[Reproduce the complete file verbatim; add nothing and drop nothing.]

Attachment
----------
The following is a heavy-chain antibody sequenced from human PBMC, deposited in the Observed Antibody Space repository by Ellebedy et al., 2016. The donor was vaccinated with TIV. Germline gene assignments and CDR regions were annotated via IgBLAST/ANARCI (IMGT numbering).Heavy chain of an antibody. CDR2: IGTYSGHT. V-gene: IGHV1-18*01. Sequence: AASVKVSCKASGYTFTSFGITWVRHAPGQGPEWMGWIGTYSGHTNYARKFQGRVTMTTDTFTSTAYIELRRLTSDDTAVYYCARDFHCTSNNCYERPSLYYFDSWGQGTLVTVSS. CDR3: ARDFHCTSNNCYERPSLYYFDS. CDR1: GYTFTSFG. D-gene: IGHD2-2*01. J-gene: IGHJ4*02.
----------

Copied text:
The following is a heavy-chain antibody sequenced from human PBMC, deposited in the Observed Antibody Space repository by Ellebedy et al., 2016. The donor was vaccinated with TIV. Germline gene assignments and CDR regions were annotated via IgBLAST/ANARCI (IMGT numbering).Heavy chain of an antibody. CDR2: IGTYSGHT. V-gene: IGHV1-18*01. Sequence: AASVKVSCKASGYTFTSFGITWVRHAPGQGPEWMGWIGTYSGHTNYARKFQGRVTMTTDTFTSTAYIELRRLTSDDTAVYYCARDFHCTSNNCYERPSLYYFDSWGQGTLVTVSS. CDR3: ARDFHCTSNNCYERPSLYYFDS. CDR1: GYTFTSFG. D-gene: IGHD2-2*01. J-gene: IGHJ4*02.